A simple blood sample could reveal early onset of Alzheimer’s disease, according to a large study published in Nature.
Currently, only expensive and invasive tests can reliably detect the early build-up of amyloid beta, the defective protein molecules in the brain that are a major hallmark of Alzheimer’s disease.
A blood sample test would be a lot cheaper and easier than PET scanning of the brain and spinal cord tests used to detect Alzheimer’s disease today.
Japanese and Australian researchers have studied the blood of patient groups both in Japan and Australia and investigated the presence of so-called beta-amyloid that builds up plaque in the brain and impair memory function.
The researchers discovered that a particular protein, called IRS-1, in the blood marked whether the patient was about to accumulate plaque in the brain. This means that a simple blood sample could reveal the early onset of Alzheimer’s disease.
There are hardly any medicines available for the disease today and although there is much ongoing research and we are yet to understand the basic principles of the disease. We do know that the process starts silently about 30 years before outward signs of dementia, like memory loss or cognitive decline, early detection might, therefore, prove critical.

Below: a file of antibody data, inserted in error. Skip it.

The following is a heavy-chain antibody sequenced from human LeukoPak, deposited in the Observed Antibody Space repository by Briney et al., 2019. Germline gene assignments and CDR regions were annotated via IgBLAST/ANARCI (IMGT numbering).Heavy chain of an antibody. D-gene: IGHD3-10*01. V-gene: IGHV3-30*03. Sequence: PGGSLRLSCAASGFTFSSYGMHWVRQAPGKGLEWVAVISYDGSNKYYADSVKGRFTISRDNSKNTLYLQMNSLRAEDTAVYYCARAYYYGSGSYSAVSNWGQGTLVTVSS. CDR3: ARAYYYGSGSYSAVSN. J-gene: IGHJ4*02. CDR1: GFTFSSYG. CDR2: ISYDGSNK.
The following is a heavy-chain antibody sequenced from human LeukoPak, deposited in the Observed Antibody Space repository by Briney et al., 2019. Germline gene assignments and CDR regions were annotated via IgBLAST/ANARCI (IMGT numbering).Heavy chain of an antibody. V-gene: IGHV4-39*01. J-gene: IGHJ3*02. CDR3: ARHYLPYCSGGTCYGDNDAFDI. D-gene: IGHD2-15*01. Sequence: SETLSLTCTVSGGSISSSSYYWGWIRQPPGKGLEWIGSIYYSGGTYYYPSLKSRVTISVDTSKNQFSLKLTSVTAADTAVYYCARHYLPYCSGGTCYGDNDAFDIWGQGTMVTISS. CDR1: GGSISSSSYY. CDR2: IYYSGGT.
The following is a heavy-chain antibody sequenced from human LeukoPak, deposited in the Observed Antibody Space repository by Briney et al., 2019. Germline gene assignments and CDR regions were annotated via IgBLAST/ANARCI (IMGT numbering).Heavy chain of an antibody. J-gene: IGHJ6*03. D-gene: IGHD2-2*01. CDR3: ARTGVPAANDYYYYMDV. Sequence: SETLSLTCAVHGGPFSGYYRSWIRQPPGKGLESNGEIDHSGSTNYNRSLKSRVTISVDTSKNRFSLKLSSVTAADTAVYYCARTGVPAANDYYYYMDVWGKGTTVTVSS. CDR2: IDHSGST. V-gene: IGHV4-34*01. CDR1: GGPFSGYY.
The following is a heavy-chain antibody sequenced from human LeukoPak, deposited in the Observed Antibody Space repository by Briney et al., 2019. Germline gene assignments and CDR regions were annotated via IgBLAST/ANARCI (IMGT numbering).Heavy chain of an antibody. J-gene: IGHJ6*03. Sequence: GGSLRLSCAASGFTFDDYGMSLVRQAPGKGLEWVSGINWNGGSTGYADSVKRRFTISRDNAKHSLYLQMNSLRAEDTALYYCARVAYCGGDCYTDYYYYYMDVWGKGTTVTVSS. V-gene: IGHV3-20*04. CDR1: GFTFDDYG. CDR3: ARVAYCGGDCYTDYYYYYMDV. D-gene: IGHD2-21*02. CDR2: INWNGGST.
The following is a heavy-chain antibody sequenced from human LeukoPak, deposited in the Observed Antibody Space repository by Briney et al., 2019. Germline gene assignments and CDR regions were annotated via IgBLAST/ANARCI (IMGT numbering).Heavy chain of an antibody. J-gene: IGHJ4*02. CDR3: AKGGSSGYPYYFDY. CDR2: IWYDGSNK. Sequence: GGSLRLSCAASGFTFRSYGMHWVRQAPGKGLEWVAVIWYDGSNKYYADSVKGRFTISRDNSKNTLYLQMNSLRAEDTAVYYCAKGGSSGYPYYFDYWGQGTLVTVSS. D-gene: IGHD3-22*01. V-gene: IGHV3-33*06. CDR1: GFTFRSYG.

“These results demonstrate the potential clinical utility of plasma biomarkers in predicting brain amyloid beta burden at an individual level,”
– The researchers, from the National Centre for Geriatrics and Gerontology in Obu, Japan, writes.
The researchers behind the current study emphasize that a blood sample test can be used for screening in the future. With future medicines and diagnoses probably benefiting from detecting the disease early.
A possibility is for extensive blood sampling in the population of certain risk criteria, the elderly, to possibly detect the disease early on and enable future treatment.
Katsuhiko Yanagisawa “High performance plasma amyloid-β biomarkers for Alzheimer’s disease“, Nature 2018, DOI: 10.1038 / nature25456